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Lecture# Thevenin and Norton Theorems in Alternating Regime: Superposition Principle

Description

This lecture covers the Thevenin and Norton theorems in the alternating regime, focusing on voltage sources, current sources, and passive linear elements. It explains the equivalence of circuits, providing examples and detailing the conditions for both cases where sources have the same frequency and where they do not. Additionally, it delves into the principle of superposition, illustrating how to handle cases with different frequencies and complex time domains. The transformation of complex instantaneous values into snapshots and effective phasors is thoroughly discussed, emphasizing the vector sum of contributions. The lecture concludes by highlighting the validity of the superposition principle in alternative regimes, considering different source groupings and conditions.

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In course

MICRO-100: Electrotechnics I

Le cours aborde les bases des circuits électriques composés d'éléments linéaires, en régime continu. Une série de méthodes de transformations sera traitée.
Le régime alternatif est traité en fin de se

In MOOCs (2)

Instructors (3)

Electrical Engineering I

Découvrez les circuits électriques linéaires. Apprenez à les maîtriser et à les résoudre, dans un premier temps en régime continu puis en régime alternatif.

Electrical Engineering I

Découvrez les circuits électriques linéaires. Apprenez à les maîtriser et à les résoudre, dans un premier temps en régime continu puis en régime alternatif.

Related concepts (71)

Thévenin's theorem

As originally stated in terms of direct-current resistive circuits only, Thévenin's theorem states that "Any linear electrical network containing only voltage sources, current sources and resistances can be replaced at terminals A–B by an equivalent combination of a voltage source Vth in a series connection with a resistance Rth." The equivalent voltage Vth is the voltage obtained at terminals A–B of the network with terminals A–B open circuited.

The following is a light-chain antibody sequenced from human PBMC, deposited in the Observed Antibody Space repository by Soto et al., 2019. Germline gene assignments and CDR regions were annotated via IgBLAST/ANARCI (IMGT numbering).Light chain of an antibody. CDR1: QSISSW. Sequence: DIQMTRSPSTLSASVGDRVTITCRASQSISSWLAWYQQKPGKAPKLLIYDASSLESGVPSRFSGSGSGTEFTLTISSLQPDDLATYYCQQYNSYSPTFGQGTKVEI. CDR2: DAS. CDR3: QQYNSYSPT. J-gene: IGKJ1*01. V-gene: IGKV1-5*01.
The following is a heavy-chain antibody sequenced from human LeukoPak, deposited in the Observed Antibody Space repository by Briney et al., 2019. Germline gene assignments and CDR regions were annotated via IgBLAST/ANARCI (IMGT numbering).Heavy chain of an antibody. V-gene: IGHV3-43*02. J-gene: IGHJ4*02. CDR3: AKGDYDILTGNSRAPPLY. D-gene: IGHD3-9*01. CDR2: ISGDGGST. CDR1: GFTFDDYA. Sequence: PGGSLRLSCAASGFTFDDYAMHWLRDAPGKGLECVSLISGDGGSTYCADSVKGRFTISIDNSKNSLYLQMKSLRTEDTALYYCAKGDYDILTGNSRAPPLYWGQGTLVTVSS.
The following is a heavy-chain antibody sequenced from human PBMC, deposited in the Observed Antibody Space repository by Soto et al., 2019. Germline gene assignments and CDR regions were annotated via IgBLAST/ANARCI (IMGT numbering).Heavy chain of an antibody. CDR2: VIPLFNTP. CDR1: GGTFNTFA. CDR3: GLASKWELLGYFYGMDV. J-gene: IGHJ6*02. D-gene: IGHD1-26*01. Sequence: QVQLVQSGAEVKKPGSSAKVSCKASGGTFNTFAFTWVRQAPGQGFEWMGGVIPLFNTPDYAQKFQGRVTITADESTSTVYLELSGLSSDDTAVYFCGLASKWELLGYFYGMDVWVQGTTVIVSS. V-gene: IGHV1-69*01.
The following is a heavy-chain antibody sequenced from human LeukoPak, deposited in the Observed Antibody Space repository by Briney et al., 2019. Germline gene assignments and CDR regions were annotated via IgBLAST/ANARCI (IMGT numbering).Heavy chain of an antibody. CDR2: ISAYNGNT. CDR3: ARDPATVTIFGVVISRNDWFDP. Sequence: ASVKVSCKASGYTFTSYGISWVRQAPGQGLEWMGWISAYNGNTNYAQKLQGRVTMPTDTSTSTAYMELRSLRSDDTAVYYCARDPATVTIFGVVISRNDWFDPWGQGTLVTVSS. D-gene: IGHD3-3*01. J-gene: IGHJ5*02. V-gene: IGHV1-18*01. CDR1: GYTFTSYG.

Linear algebra

Linear algebra is the branch of mathematics concerning linear equations such as: linear maps such as: and their representations in vector spaces and through matrices. Linear algebra is central to almost all areas of mathematics. For instance, linear algebra is fundamental in modern presentations of geometry, including for defining basic objects such as lines, planes and rotations. Also, functional analysis, a branch of mathematical analysis, may be viewed as the application of linear algebra to spaces of functions.

Linear span

In mathematics, the linear span (also called the linear hull or just span) of a set S of vectors (from a vector space), denoted span(S), is defined as the set of all linear combinations of the vectors in S. For example, two linearly independent vectors span a plane. The linear span can be characterized either as the intersection of all linear subspaces that contain S, or as the smallest subspace containing S. The linear span of a set of vectors is therefore a vector space itself. Spans can be generalized to matroids and modules.

Linear map

In mathematics, and more specifically in linear algebra, a linear map (also called a linear mapping, linear transformation, vector space homomorphism, or in some contexts linear function) is a mapping between two vector spaces that preserves the operations of vector addition and scalar multiplication. The same names and the same definition are also used for the more general case of modules over a ring; see Module homomorphism. If a linear map is a bijection then it is called a .

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In mathematics, a linear combination is an expression constructed from a set of terms by multiplying each term by a constant and adding the results (e.g. a linear combination of x and y would be any expression of the form ax + by, where a and b are constants). The concept of linear combinations is central to linear algebra and related fields of mathematics. Most of this article deals with linear combinations in the context of a vector space over a field, with some generalizations given at the end of the article.